MIDAS regressions are essentially tightly parameterized, reduced form regressions that involve processes sampled at different frequencies. The response to the higher-frequency explanatory variable is modeled using highly parsimonious distributed lag polynomials, to prevent the proliferation of parameters that might otherwise result, as well as the issues related to lag-order selection.

The basic single high-frequency regressor MIDAS model for h-step-ahead (low-frequency) forecasting, with high-frequency data available up to xtH is given by:


where C(L1/m;θ)=j=0jmax1c(j;θ)Lj/m, and C(1;θ)=j=0jmax1c(j;θ)=1.

The parameterization of the lagged coefficients of c(k;θ) in a parsimonious way is one of the key MIDAS features. Various other parsimonious polynomial specifications have been considered, including (1) beta polynomial, (2) Almon lag polynomial specifications, and (3) step functions, among others. Ghysels, Sinko, and Valkanov (2006) provide a detailed discussion.3 One of the most used parameterizations is the one known as “Exponential Almon Lag,” because it is closely related to the smooth polynomial Almon lag functions that are used to reduce multicollinearity in the distributed lag literature. It is often expressed as


This function is known to be quite flexible and can take various shapes with only a few parameters. These include decreasing, increasing, or hump-shaped patterns. Ghysels, Santa-Clara, and Valkanov (2006) use the functional form with two parameters, which allows a great flexibility and determines how many lags are included in the regression.

Another possible parameterization, also with only two parameters, is the so-called Beta Lag, because it is based on the Beta function:


and Γ(a)=0exxa1dx. One attractive specific case of the MIDAS Beta polynomial involves only one parameter, namely setting θ1=1 and estimating the single parameter θ2 with the restriction that it be larger than one, which yields single-parameter downward sloping weights more flexible than exponential or geometric decay patterns.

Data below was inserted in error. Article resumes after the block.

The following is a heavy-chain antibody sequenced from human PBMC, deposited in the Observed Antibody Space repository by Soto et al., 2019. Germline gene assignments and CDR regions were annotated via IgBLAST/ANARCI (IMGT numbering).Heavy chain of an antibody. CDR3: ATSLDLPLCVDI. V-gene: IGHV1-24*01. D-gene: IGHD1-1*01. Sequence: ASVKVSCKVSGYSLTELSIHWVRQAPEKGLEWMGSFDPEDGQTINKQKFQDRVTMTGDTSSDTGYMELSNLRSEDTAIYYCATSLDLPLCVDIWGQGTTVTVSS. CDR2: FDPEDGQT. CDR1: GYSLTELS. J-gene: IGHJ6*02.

These are among the most popular parameterizations besides U-MIDAS and MIDAS with step functions. The parameterizations described are all quite flexible. For different values of the parameters, they can take various shapes: weights attached to the different lags can decline slowly or fast, or even have a hump shape. Therefore, estimating the parameters from the data automatically determines the shape of the weights and, accordingly, the number of lags to be included in the regression.

Suppose now, we want to predict the first out-of-sample (low-frequency) observation, namely considering equation (3.3) with h=1:


where the MIDAS regression model can be estimated using nonlinear least squares (NLS); see Ghysels, Santa-Clara, and Valkanov (2004) and Andreou, Ghysels, and Kourtellos (2010) for more details. Nowcasting, or MIDAS with leads as coined by Andreou, Ghysels, and Kourtellos (2013), involving equation (3.6) can also be obtained. For example, with i/m additional observations the horizon h shrinks to hi/m, and (3.6) becomes:


where we note that all the parameters are horizon specific. Therefore, the MIDAS regression needs to be re-estimated specifically for each forecast horizon. In other words, for a given choice of h, we will obtain different estimates of the model parameters, because we are projecting on a different information set (as usual in direct forecasting). Therefore MIDAS regressions always yield direct forecasts.

Because autoregressive models often provide competitive forecasts compared to those obtained with static models that include explanatory variables, the introduction of an autoregressive term in the MIDAS model is a desirable extension.

Andreou, Ghysels, and Kourtellos (2013) introduce the class of autoregressive distributed lag MIDAS regressions, or ADL-MIDAS regressions, extending the structure of autoregressive distributed (ARDL) models to a mixed frequency setting. Assuming an autoregressive augmentation of order one, the model can be written as:


Hence, an ADL-MIDAS regression is a direct forecasting tool projecting a low-frequency series, at some horizon h, namely yt+hL onto ytL (or more lags if we consider higher order AR augmentations) and high frequency data xtH. Nowcasting, or MIDAS with leads, can again be obtained via shifting forward the high-frequency data with 1/m increments. The parameters are horizon specific and the forecast is one that is direct (instead of iterated).